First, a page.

I lucked out with my judging group on the day of.  They included Don Dodge (Google), Joyce Kim (Freestyle Capital), Jay Levy (Zelkova Ventures), Adeo Ressi (The Founders Institute) and Vivek Wadhwa (Singularity).  The judges had some critical feedback, but seeing as Candid is one massive experiement, it was definitely welcomed and appreciated.

Most importantly, I got a small boost in traffic to the site for launch day, and had a few angels show some real interest in the product – Now the real work begins!

SU Part 1 – An Introduction to Singularity

Singularity-University

“The future is here, it is just unevenly distributed”

 

I first learned about Singularity University while reading “Abundance” by Peter Diamandis earlier this year.  As I read, my brain felt like it was on fire.  The companies described in the book were not only super-fascinating, they were solving big problems.  Moreover, the ideas behind “Abundance” were positive ones.  They focused on what good could from technology and how despite what is typically covered in the media, the world we live in today is hundreds of times better than any previous generation by every account.  I knew I wanted to learn more and as it turns out, Diamandis along with Ray Kurzweil had created a program in Silicon Valley for this specific purpose.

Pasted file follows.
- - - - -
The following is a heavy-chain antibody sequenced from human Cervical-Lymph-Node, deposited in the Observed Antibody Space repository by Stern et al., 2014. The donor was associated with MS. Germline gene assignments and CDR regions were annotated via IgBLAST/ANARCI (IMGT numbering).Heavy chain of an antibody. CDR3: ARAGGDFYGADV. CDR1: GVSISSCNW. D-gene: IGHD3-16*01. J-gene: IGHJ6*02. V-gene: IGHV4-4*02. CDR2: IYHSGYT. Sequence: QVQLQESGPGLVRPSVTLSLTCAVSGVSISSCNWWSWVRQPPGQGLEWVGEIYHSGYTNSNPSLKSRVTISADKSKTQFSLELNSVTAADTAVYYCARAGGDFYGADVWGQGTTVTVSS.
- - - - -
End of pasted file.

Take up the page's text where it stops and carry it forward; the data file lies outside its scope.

My first involvement with the program was when I was invited to the SU campus at Moffett Field – a magical place that had the feel of NASA’s days gone by mixed with a  private college charm. Stepping into the repurposed Air Force buildings, I got an immediate glimpse into the future.  Drones being hacked on, 3d printers humming, young, obviously intelligent folks jumping on stage for a two minute pitch then sharing a beer with classmates in the warm Mountain View evenings. I had the pleasure of speaking to the Singularity GSP class several times over the summer, and found myself looking forward to every visit I got to make to the campus.  It wasn’t long before I knew I needed to attend.

SU Classroom

Luckily, I found out they offer a 7 day intensive “Executive Program” that brings business leaders and innovators from around the globe to be educated in subjects that relate to “affecting the rising billion.”  I immediately applied and was thrilled when I learned I was accepted.